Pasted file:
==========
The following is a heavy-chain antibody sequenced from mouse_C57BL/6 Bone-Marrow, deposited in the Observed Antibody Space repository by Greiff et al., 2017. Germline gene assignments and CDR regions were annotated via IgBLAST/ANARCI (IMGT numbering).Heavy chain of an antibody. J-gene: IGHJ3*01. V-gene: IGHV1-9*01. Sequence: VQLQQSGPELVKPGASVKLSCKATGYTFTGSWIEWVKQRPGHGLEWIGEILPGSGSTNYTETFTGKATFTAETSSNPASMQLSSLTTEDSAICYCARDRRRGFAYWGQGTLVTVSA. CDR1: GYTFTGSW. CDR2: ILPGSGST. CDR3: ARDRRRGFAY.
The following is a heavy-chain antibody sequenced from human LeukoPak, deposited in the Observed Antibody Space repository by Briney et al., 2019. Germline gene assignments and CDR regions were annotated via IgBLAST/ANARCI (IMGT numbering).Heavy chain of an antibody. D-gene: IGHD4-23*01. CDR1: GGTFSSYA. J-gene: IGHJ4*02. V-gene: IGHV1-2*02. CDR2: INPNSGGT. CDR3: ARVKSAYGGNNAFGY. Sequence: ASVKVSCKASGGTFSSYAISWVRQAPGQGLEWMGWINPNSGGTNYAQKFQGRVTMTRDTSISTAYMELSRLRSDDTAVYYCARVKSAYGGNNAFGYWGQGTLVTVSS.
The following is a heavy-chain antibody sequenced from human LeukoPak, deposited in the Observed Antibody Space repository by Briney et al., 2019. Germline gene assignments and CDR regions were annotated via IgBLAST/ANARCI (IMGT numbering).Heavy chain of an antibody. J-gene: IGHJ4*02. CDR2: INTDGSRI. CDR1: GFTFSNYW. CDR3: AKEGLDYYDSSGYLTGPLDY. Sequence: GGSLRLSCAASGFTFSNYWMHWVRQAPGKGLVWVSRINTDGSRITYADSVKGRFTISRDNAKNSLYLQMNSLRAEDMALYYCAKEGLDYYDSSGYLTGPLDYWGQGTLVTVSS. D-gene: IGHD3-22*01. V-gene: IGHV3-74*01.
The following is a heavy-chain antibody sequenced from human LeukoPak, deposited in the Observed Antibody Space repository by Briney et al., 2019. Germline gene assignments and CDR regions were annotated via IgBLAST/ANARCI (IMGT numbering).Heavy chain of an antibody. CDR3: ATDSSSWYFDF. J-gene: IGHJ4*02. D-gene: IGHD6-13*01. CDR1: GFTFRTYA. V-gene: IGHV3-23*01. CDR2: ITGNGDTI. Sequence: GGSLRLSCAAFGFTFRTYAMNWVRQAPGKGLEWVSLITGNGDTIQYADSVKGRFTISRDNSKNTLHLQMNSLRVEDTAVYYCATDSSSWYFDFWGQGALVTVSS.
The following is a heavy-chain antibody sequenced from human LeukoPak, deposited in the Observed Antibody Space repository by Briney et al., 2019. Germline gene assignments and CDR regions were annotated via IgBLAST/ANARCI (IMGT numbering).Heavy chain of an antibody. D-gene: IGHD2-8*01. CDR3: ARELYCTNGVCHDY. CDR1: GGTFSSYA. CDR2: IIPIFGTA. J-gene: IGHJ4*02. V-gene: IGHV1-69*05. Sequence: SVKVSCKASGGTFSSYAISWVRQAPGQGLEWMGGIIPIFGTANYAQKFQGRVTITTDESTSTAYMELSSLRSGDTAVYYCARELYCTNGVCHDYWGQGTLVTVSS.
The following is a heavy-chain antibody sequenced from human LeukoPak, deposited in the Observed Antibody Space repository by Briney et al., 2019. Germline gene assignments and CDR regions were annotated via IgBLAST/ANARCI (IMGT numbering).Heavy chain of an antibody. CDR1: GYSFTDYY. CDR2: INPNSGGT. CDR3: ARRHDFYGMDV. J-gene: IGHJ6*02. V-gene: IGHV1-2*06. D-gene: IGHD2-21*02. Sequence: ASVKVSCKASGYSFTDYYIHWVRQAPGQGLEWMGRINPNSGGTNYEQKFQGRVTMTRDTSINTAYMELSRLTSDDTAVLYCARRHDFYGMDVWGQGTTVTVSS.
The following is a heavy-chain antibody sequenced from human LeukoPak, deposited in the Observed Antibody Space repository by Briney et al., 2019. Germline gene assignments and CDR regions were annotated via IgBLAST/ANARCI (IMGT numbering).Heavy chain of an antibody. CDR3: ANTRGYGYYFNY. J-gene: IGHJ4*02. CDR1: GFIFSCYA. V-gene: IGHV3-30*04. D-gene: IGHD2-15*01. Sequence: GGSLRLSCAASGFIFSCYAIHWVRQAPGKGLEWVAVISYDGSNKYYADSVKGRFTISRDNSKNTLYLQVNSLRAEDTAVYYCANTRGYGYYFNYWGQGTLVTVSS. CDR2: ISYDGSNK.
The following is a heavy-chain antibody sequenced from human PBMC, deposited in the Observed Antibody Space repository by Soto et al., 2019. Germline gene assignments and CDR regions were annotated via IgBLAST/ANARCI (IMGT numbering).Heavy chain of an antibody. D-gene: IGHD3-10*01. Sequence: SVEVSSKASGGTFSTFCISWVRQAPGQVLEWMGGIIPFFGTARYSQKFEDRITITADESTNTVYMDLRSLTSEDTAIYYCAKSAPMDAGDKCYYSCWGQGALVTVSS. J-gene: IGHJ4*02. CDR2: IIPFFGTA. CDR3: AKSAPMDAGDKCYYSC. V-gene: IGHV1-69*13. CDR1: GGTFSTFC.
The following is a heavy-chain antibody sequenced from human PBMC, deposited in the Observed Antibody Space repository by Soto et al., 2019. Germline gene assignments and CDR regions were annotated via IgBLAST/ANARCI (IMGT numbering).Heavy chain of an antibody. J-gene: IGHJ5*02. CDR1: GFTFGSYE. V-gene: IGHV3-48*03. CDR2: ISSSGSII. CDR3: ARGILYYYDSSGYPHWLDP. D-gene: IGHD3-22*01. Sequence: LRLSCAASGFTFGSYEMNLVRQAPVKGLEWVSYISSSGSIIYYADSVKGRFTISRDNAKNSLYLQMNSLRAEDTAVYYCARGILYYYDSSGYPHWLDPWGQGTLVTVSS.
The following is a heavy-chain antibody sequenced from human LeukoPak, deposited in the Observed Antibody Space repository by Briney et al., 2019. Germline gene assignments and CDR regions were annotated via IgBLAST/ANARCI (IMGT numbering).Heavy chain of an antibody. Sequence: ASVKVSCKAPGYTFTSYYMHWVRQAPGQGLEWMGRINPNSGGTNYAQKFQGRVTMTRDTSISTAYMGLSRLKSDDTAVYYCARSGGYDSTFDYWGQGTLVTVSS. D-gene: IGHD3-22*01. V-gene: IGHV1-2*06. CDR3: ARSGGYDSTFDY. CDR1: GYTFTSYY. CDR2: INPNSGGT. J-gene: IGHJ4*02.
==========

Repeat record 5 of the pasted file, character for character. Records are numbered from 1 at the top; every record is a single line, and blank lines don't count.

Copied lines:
The following is a heavy-chain antibody sequenced from human LeukoPak, deposited in the Observed Antibody Space repository by Briney et al., 2019. Germline gene assignments and CDR regions were annotated via IgBLAST/ANARCI (IMGT numbering).Heavy chain of an antibody. D-gene: IGHD2-8*01. CDR3: ARELYCTNGVCHDY. CDR1: GGTFSSYA. CDR2: IIPIFGTA. J-gene: IGHJ4*02. V-gene: IGHV1-69*05. Sequence: SVKVSCKASGGTFSSYAISWVRQAPGQGLEWMGGIIPIFGTANYAQKFQGRVTITTDESTSTAYMELSSLRSGDTAVYYCARELYCTNGVCHDYWGQGTLVTVSS.